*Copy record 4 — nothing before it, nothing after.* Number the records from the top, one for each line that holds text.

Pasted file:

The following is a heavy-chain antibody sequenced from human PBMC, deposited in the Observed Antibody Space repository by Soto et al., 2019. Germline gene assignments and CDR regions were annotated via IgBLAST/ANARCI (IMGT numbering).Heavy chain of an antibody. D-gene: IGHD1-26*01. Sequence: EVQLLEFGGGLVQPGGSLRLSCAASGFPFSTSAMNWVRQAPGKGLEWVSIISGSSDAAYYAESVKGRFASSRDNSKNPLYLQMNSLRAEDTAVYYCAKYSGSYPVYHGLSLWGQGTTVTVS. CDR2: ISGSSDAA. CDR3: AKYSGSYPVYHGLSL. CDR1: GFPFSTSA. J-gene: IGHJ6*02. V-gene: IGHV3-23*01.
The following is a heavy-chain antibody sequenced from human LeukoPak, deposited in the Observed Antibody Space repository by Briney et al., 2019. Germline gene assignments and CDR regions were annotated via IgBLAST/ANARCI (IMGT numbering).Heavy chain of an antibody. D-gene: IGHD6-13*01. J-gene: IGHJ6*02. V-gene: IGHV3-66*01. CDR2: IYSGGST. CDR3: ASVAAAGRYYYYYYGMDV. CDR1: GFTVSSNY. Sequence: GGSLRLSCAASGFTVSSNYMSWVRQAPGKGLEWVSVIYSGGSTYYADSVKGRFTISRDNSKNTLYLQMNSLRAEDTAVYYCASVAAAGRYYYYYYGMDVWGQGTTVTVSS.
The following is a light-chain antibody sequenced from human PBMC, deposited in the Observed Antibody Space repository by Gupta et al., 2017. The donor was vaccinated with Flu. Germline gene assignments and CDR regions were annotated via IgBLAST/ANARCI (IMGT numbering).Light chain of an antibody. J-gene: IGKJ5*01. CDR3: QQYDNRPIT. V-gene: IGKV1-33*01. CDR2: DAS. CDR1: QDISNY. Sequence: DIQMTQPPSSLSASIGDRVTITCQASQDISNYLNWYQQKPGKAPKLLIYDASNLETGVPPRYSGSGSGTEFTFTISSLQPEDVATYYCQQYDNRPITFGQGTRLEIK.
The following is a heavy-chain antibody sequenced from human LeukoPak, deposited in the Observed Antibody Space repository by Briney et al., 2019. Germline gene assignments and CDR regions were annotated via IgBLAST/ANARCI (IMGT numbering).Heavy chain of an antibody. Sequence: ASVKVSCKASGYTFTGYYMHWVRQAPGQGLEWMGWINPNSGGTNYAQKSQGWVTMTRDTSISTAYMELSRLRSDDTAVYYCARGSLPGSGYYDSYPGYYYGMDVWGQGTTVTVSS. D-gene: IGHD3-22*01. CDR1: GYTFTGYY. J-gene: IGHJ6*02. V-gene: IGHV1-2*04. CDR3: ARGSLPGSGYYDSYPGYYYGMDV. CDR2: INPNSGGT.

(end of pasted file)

The following is a heavy-chain antibody sequenced from human LeukoPak, deposited in the Observed Antibody Space repository by Briney et al., 2019. Germline gene assignments and CDR regions were annotated via IgBLAST/ANARCI (IMGT numbering).Heavy chain of an antibody. Sequence: ASVKVSCKASGYTFTGYYMHWVRQAPGQGLEWMGWINPNSGGTNYAQKSQGWVTMTRDTSISTAYMELSRLRSDDTAVYYCARGSLPGSGYYDSYPGYYYGMDVWGQGTTVTVSS. D-gene: IGHD3-22*01. CDR1: GYTFTGYY. J-gene: IGHJ6*02. V-gene: IGHV1-2*04. CDR3: ARGSLPGSGYYDSYPGYYYGMDV. CDR2: INPNSGGT.